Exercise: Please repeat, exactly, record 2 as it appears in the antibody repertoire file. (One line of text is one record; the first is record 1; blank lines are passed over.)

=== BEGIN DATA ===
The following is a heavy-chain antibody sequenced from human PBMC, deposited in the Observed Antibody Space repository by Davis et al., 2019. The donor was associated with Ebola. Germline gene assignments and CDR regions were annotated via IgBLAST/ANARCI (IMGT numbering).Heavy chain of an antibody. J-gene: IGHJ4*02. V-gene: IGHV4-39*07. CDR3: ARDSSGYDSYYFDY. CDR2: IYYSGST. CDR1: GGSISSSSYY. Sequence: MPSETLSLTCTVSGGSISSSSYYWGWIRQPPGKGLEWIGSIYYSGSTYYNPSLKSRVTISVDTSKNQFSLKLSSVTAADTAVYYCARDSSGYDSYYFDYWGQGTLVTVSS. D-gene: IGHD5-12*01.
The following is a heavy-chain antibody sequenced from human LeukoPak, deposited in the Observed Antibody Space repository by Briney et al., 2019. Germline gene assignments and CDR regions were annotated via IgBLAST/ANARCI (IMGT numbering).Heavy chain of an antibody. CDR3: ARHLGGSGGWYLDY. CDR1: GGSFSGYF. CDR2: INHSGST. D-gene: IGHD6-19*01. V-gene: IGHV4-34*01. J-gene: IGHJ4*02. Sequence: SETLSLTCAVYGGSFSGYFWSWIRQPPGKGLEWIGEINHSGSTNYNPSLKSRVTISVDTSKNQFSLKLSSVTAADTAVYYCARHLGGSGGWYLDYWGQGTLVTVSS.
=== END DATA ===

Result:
The following is a heavy-chain antibody sequenced from human LeukoPak, deposited in the Observed Antibody Space repository by Briney et al., 2019. Germline gene assignments and CDR regions were annotated via IgBLAST/ANARCI (IMGT numbering).Heavy chain of an antibody. CDR3: ARHLGGSGGWYLDY. CDR1: GGSFSGYF. CDR2: INHSGST. D-gene: IGHD6-19*01. V-gene: IGHV4-34*01. J-gene: IGHJ4*02. Sequence: SETLSLTCAVYGGSFSGYFWSWIRQPPGKGLEWIGEINHSGSTNYNPSLKSRVTISVDTSKNQFSLKLSSVTAADTAVYYCARHLGGSGGWYLDYWGQGTLVTVSS.